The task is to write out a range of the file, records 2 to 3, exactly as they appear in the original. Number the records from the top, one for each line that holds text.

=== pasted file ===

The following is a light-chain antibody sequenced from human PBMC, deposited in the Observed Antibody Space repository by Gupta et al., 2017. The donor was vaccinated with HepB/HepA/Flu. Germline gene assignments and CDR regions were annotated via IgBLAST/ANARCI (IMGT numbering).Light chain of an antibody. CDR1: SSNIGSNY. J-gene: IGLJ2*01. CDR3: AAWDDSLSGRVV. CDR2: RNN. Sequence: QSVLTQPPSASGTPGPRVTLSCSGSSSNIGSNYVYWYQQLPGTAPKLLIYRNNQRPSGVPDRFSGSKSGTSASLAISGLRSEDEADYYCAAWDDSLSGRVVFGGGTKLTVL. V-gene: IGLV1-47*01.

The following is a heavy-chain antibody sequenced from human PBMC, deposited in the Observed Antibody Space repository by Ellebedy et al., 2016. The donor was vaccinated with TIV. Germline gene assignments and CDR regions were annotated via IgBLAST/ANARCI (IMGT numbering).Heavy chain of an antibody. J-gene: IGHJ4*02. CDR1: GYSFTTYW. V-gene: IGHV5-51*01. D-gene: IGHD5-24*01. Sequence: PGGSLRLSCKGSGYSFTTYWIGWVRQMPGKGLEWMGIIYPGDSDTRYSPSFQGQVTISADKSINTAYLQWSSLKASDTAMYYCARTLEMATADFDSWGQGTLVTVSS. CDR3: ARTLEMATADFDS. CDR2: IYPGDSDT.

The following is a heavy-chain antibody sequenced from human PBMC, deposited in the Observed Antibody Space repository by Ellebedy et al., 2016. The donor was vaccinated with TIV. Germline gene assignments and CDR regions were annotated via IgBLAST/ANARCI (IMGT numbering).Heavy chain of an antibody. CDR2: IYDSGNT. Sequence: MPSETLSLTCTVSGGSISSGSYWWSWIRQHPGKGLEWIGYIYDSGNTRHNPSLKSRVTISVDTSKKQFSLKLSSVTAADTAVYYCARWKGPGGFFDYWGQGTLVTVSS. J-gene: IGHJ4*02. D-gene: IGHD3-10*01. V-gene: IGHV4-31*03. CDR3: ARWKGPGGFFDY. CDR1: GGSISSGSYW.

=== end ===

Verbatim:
The following is a heavy-chain antibody sequenced from human PBMC, deposited in the Observed Antibody Space repository by Ellebedy et al., 2016. The donor was vaccinated with TIV. Germline gene assignments and CDR regions were annotated via IgBLAST/ANARCI (IMGT numbering).Heavy chain of an antibody. J-gene: IGHJ4*02. CDR1: GYSFTTYW. V-gene: IGHV5-51*01. D-gene: IGHD5-24*01. Sequence: PGGSLRLSCKGSGYSFTTYWIGWVRQMPGKGLEWMGIIYPGDSDTRYSPSFQGQVTISADKSINTAYLQWSSLKASDTAMYYCARTLEMATADFDSWGQGTLVTVSS. CDR3: ARTLEMATADFDS. CDR2: IYPGDSDT.

The following is a heavy-chain antibody sequenced from human PBMC, deposited in the Observed Antibody Space repository by Ellebedy et al., 2016. The donor was vaccinated with TIV. Germline gene assignments and CDR regions were annotated via IgBLAST/ANARCI (IMGT numbering).Heavy chain of an antibody. CDR2: IYDSGNT. Sequence: MPSETLSLTCTVSGGSISSGSYWWSWIRQHPGKGLEWIGYIYDSGNTRHNPSLKSRVTISVDTSKKQFSLKLSSVTAADTAVYYCARWKGPGGFFDYWGQGTLVTVSS. J-gene: IGHJ4*02. D-gene: IGHD3-10*01. V-gene: IGHV4-31*03. CDR3: ARWKGPGGFFDY. CDR1: GGSISSGSYW.